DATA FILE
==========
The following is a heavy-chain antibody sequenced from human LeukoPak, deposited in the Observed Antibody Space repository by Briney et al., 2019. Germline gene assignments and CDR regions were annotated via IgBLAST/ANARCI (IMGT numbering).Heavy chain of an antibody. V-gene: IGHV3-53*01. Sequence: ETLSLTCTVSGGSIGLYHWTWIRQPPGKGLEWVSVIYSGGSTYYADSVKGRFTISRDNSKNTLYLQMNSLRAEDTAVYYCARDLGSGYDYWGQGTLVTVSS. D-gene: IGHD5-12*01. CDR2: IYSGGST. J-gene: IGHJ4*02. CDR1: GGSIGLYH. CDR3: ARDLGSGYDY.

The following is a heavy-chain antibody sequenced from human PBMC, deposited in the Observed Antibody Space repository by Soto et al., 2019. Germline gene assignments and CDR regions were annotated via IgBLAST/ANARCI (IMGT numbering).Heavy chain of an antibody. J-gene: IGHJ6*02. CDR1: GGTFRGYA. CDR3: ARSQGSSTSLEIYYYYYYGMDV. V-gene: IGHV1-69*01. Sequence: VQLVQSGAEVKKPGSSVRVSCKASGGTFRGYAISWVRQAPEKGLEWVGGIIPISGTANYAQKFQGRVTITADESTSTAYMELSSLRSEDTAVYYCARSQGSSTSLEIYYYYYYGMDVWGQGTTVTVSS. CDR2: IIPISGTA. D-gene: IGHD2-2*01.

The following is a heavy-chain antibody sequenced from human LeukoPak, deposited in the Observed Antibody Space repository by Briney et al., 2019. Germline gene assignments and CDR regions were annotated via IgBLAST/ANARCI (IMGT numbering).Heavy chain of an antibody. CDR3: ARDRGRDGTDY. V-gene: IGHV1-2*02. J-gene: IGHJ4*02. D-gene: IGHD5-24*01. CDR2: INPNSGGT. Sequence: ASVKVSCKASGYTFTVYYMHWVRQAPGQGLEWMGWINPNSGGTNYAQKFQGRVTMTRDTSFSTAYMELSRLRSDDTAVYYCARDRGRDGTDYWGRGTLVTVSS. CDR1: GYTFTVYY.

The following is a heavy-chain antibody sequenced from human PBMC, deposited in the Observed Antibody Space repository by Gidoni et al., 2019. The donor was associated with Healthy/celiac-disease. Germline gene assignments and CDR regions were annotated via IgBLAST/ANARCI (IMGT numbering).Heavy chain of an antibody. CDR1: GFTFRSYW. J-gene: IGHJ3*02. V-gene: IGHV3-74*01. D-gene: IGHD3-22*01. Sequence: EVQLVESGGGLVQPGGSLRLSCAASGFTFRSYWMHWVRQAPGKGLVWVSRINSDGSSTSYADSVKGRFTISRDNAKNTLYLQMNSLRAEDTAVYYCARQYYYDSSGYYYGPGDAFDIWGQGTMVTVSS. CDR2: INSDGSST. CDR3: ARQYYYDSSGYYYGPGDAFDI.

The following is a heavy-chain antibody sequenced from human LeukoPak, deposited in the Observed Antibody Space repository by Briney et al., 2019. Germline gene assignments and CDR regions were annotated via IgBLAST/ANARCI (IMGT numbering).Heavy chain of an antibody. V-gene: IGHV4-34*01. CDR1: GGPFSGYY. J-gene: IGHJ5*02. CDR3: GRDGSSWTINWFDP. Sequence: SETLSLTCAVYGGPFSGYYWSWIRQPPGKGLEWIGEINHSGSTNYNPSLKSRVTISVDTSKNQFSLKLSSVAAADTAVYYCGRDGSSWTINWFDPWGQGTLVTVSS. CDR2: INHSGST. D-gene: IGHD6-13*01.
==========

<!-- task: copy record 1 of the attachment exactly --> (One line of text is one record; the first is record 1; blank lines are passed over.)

The following is a heavy-chain antibody sequenced from human LeukoPak, deposited in the Observed Antibody Space repository by Briney et al., 2019. Germline gene assignments and CDR regions were annotated via IgBLAST/ANARCI (IMGT numbering).Heavy chain of an antibody. V-gene: IGHV3-53*01. Sequence: ETLSLTCTVSGGSIGLYHWTWIRQPPGKGLEWVSVIYSGGSTYYADSVKGRFTISRDNSKNTLYLQMNSLRAEDTAVYYCARDLGSGYDYWGQGTLVTVSS. D-gene: IGHD5-12*01. CDR2: IYSGGST. J-gene: IGHJ4*02. CDR1: GGSIGLYH. CDR3: ARDLGSGYDY.